The Pentagon said it intensified its raids against the “Islamic State” (IS) group in Syria, carrying out several helicopter and ground operations during the month of December.
According to officials of the US Central Command, no less than 10 operations aimed at killing or capturing the main militants of the terrorist organization have been carried out by the US military.
Each operation is planned carefully and takes into account potential risks after making assessments on the information collected by the intelligence services, said Colonel Joe Buccino, spokesman for the Central Command.
A total of 7 raids were carried out at the beginning of December (and 1 in October) which resulted in the killing or arrest of IS members, as well as 3 operations carried out last Tuesday in coordination with the Syrian Democratic Forces, which led to the detention of six members of the jihadist group, a spokesman for the command said.
US officials acknowledged that Central Command carried out additional raids in Syria, but command officials declined to provide details on other raids.
The operations aim to eliminate regional or local leaders of the terrorist group who military officials believe play a role in planning and carrying out attacks, mainly in rural areas against local security forces in the region. But raids alone cannot stop the terror group’s expansion in Syria, especially during an acute economic crisis and a stalled political settlement to resolve the nearly 12-year-old war, experts and former US officials.
The United States is “conducting more strikes because it has to,” said Andrew Tabler, a senior fellow at the Washington Institute for Near East Policy, a former White House and State Department official who oversaw Syria policy. in the Trump administration. The group expanded into Iraq and Syria after the withdrawal of US troops from the two-river country in 2011. ISIS, which lost most of its territory in 2017, has maintained its ability to carry out terrorist operations in Syria and Iraq with up to 1,800 fighters in Syria and more than 8,000 in Iraq, according to military officials.
The frequency of the group’s attacks has decreased over time, and since 2019 the group has used fewer improvised explosive devices, military officials said. But the problems posed by the Islamic State still persist. Syria has nearly 30 detention centers housing thousands of imprisoned fighters. The terror group is still capable of carrying out attacks against US forces and allies, as well as mobilizing fighters.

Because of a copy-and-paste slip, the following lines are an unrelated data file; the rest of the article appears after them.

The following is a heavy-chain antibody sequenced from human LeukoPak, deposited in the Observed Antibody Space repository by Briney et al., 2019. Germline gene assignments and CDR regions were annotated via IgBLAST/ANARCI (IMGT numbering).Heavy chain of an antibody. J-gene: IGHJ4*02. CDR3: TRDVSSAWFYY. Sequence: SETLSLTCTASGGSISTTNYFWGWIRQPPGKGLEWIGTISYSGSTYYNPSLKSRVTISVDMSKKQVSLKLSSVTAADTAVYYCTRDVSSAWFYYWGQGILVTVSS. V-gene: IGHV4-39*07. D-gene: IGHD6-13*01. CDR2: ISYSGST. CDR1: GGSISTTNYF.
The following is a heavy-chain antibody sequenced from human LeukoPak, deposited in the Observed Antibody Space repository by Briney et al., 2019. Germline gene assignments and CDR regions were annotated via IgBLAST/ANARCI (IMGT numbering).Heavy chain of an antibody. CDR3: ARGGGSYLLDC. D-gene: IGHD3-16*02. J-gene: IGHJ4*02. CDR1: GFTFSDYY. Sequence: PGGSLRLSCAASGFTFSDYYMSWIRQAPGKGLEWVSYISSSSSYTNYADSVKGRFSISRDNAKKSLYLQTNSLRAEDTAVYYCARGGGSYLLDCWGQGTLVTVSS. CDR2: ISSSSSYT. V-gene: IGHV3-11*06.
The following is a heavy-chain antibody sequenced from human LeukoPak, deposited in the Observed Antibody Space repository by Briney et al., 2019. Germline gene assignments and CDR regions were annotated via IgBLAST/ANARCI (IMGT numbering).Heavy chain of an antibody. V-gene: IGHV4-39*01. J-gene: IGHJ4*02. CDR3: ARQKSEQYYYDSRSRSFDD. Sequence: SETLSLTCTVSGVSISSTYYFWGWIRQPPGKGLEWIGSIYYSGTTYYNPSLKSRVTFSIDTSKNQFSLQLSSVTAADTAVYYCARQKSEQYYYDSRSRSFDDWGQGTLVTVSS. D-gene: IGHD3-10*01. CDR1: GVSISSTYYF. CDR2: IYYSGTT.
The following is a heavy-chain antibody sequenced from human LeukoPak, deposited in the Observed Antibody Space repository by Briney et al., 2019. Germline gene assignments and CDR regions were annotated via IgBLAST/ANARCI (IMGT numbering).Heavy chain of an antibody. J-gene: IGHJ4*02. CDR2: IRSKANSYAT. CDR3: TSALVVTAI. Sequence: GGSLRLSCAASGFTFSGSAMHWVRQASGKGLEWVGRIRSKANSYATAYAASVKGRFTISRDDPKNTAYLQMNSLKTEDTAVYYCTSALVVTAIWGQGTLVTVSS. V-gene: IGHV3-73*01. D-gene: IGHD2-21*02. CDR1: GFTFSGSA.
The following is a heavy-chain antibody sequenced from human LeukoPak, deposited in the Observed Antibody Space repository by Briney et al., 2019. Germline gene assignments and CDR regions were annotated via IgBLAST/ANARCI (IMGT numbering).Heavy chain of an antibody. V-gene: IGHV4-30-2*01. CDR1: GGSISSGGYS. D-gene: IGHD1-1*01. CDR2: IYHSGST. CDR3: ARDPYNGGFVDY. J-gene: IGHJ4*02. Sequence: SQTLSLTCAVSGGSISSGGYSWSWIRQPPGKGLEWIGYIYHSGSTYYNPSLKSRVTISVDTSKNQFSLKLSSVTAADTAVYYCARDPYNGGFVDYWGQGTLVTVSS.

“Even though ISIS’s power has drastically diminished in Iraq and Syria, the group retains the ability to conduct operations in the region,” Gen. Erik Kurilla, who heads the Tampa-based Central Command, told reporters. , in Florida. Despite the growing regional threat, the terror group does not pose an imminent threat to the United States, officials said, however.
Raids by special operations forces on December 8 led to the detention of five IS members, military officials said. Another raid on December 11 resulted in the deaths of two ISIS officials, they said. Another raid on October 6 near the village of Qamishli in northeastern Syria targeted and killed an Islamic State official believed to be an arms dealer and known as Rakkan Wahid al -Shammri.
On November 30, the central command announced the death of Abu al-Hassan al-Hashimi al-Qurayshi, identified as a top IS leader. The US operations come as Syria faces both economic instability and political stalemate.
Washington maintains around 1,000 US troops in various locations inside Syria.